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Alcibiades I

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By: (c. 428 BC - c. 347 BC)

As Jowett relates in his brilliant introduction, 95% of Plato's writing is certain and his reputation rests soundly on this foundation. The Alcibiades 1 appears to be a short work by Plato with only two characters: Socrates and Alcibiades. This dialogue has little dramatic verisimilitude but centres on the question of what knowledge one needs for political life. Like the early dialogues, the question is on whether the virtues needed by a statesman can be taught, on the importance of self-knowledge as a starting point for any leader. While this may be only partially the work of Plato, or even not his at all, Jowett favoured the work with his magisterial translation and appears to favour its inclusion in the canon of true works.

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by Plato (may be spurious see Appendix I)

Translated by Benjamin Jowett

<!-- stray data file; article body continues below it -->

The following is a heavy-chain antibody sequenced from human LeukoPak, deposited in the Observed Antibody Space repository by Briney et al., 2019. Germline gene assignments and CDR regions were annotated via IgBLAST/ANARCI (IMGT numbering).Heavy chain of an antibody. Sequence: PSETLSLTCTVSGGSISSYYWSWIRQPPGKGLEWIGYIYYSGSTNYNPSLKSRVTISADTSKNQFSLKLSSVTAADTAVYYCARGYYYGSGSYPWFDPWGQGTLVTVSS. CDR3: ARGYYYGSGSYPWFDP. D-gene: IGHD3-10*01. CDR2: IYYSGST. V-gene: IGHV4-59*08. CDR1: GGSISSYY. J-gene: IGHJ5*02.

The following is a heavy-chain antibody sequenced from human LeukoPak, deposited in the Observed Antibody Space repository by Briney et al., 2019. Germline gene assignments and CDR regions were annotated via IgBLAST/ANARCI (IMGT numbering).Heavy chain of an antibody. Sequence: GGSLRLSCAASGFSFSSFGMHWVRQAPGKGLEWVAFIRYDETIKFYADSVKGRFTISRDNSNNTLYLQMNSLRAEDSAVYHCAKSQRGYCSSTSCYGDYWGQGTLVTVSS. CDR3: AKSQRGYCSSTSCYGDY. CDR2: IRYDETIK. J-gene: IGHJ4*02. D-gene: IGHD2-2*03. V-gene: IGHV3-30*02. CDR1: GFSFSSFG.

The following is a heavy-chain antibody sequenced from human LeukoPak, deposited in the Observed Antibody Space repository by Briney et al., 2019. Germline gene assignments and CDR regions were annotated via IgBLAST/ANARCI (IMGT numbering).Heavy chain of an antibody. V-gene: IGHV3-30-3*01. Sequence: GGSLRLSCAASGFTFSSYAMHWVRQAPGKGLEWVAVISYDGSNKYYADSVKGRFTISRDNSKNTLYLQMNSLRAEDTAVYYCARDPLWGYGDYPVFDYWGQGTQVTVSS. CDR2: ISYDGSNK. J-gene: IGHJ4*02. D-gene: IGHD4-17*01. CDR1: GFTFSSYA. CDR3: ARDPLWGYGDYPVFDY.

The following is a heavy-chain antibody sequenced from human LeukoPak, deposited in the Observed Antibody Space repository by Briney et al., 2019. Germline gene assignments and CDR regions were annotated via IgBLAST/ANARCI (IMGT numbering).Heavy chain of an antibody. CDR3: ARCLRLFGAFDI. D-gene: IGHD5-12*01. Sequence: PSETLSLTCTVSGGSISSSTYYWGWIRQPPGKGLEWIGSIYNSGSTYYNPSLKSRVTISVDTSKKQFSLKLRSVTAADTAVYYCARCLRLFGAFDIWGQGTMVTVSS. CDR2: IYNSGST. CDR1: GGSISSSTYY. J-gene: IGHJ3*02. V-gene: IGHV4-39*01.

It seems impossible to separate by any exact line the genuine writings of Plato from the spurious. The only external evidence to them which is of much value is that of Aristotle; for the Alexandrian catalogues of a century later include manifest forgeries. Even the value of the Aristotelian authority is a good deal impaired by the uncertainty concerning the date and authorship of the writings which are ascribed to him. And several of the citations of Aristotle omit the name of Plato, and some of them omit the name of the dialogue from which they are taken. Prior, however, to the enquiry about the writings of a particular author, general considerations which equally affect all evidence to the genuineness of ancient writings are the following: Shorter works are more likely to have been forged, or to have received an erroneous designation, than longer ones; and some kinds of composition, such as epistles or panegyrical orations, are more liable to suspicion than others; those, again, which have a taste of sophistry in them, or the ring of a later age, or the slighter character of a rhetorical exercise, or in which a motive or some affinity to spurious writings can be detected, or which seem to have originated in a name or statement really occurring in some classical author, are also of doubtful credit; while there is no instance of any ancient writing proved to be a forgery, which combines excellence with length... Continue reading book >>

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